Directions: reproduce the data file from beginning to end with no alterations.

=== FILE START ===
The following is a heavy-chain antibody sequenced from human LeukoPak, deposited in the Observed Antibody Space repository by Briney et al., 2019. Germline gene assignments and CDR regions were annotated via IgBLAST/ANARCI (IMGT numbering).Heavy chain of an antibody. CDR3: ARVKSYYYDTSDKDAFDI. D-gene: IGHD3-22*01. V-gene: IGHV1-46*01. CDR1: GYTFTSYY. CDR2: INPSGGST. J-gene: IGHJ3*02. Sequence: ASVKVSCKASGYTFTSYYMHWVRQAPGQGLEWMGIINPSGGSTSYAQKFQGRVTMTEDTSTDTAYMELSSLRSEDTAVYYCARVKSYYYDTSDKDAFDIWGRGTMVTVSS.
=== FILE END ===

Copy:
The following is a heavy-chain antibody sequenced from human LeukoPak, deposited in the Observed Antibody Space repository by Briney et al., 2019. Germline gene assignments and CDR regions were annotated via IgBLAST/ANARCI (IMGT numbering).Heavy chain of an antibody. CDR3: ARVKSYYYDTSDKDAFDI. D-gene: IGHD3-22*01. V-gene: IGHV1-46*01. CDR1: GYTFTSYY. CDR2: INPSGGST. J-gene: IGHJ3*02. Sequence: ASVKVSCKASGYTFTSYYMHWVRQAPGQGLEWMGIINPSGGSTSYAQKFQGRVTMTEDTSTDTAYMELSSLRSEDTAVYYCARVKSYYYDTSDKDAFDIWGRGTMVTVSS.